Not long after her father, Peace Corps architect Sargent Shriver, announced he had Alzheimer’s in 2003, Maria Shriver sought to make a documentary about the disease.

No network wanted to do it.

Five years later, circumstances have changed, to the point where HBO has not only picked up Shriver’s original idea, but expanded it into a four-part series called “The Alzheimer’s Project,” with a host of multimedia components, including a book, DVDs and YouTube videos.

More and more people know someone who has been diagnosed with Alzheimer’s, Shriver says. “We are aging; the baby boomers are coming into their 60s. And so I think the timing of this is right.”

Alzheimer’s is on the national agenda, the subject of a recent study group chaired by Newt Gingrich and Bob Kerrey, and it’s all the more relevant with President Obama’s recent lifting of restrictions on stem cell research and efforts to reform health care. Shriver hopes Obama will go further, and make “the brain a priority of his focus, like President Kennedy did with the moon” — the subject of massive research to unlock its mysteries.

“Alzheimer’s is the most expensive disease we have,” she says, “and the research shows that it will singlehandedly break the healthcare system if we don’t have a cure.”

The first documentary, “The Memory Loss Tapes,” debuting May 10, profiles seven people living with Alzheimer’s, in various stages. “Momentum in Science,” looks at the advances in research. ” ‘Grandpa, Do You Know Who I Am?’ With Maria Shriver” focuses on grandchildren coping with their grandparents’ illness. And “Caregivers” profiles those who witness their loved one’s descent.

HBO was among the networks that rejected Shriver’s first pitch, but Sheila Nevins, head of its documentary division, called Shriver two years ago and said she was ready to do the project, similar in scope to the pay cabler’s “Addiction” series. Produced by John Hoffman and executive produced by Shriver, the Alzheimer’s project is sponsored by the National Institute on Aging, among others.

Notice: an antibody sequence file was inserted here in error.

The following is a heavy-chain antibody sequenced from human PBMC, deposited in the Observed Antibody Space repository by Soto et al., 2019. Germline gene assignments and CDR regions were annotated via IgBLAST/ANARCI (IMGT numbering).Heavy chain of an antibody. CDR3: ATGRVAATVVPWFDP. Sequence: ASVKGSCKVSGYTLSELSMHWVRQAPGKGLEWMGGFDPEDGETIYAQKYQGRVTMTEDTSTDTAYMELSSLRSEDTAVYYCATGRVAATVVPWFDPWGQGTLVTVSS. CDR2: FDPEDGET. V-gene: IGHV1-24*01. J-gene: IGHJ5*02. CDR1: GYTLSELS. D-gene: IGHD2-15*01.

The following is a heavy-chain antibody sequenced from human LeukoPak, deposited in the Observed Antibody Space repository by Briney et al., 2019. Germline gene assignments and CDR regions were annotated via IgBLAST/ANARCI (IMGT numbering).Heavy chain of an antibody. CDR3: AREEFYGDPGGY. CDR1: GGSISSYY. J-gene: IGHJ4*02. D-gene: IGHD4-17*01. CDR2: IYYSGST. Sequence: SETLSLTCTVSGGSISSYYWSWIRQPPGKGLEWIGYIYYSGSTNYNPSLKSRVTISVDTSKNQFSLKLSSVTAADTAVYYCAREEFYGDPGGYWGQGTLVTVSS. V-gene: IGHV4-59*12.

“I am in a much better place today to be executive producing this, to be involved in this and to be able to talk about it than I ever was in 2004,” Shriver allows. “That shows you, once again, that there is a higher power that is managing these things.”

The most personal portion of the series is “Grandpa,” based on Shriver’s children’s book, “What’s Happening to Grandpa?” and her own experiences with her father. The doc features the stories of a half-dozen children and their grandparents, including a 15-year-old girl who has to deal with her grandmother’s mood swings, and discovers that playing Elvis Presley recordings for the woman helps soothe her agitation.

In the project, Shriver shares a moment she regards as a turning point in how she has accepted her father’s diagnosis. It was when she stood with him on the lawn of his home and her father told her to listen to how serene the sound of water was. In truth, it was the sound of traffic, and after trying to correct him, Shriver eventually went along with it. The message: Go with the flow.

“When anyone has a loved one who gets diagnosed with Alzheimer’s, you don’t want it to be, so you keep correcting the person,” she says. “You want them to be who they were, not who they are.”

Her father, now 93, was an instrumental force not only in the Peace Corps but also in Lyndon Johnson’s Great Society programs, and was George McGovern’s running mate in 1972. He still looks “dashing” and “has a smile on his face,” Shriver says. She says it took her some time to accept the fact he did not recognize her.

“I tell him who I am and he is like, ‘Oh, great to see you.’ I don’t try to have the same kind of conversations we once had. It is, ‘Look at the weather. It is pretty outside.’ You have different conversations, different expectations, or none at all.”

Shriver says her own children “are good with my dad, but they are very vocal about, ‘Gee, I hope you don’t get like that.’ ” Following research that shows diet may be a contributor to the disease, Shriver says she takes things like Omega-3, and otherwise relies on “hope and exercise.”

She also has a new perspective on the best way for a family to respond — such as whether to put a parent in an assisted living home.

“I have really come to learn that none of us can come to judge the path of another,” she says. “It is so emotional and so personal, and for many families, it is financial. As I get older, I think the less judgmental we are as individuals, the better off we are in life, particularly in judging families dealing with Alzheimer’s.”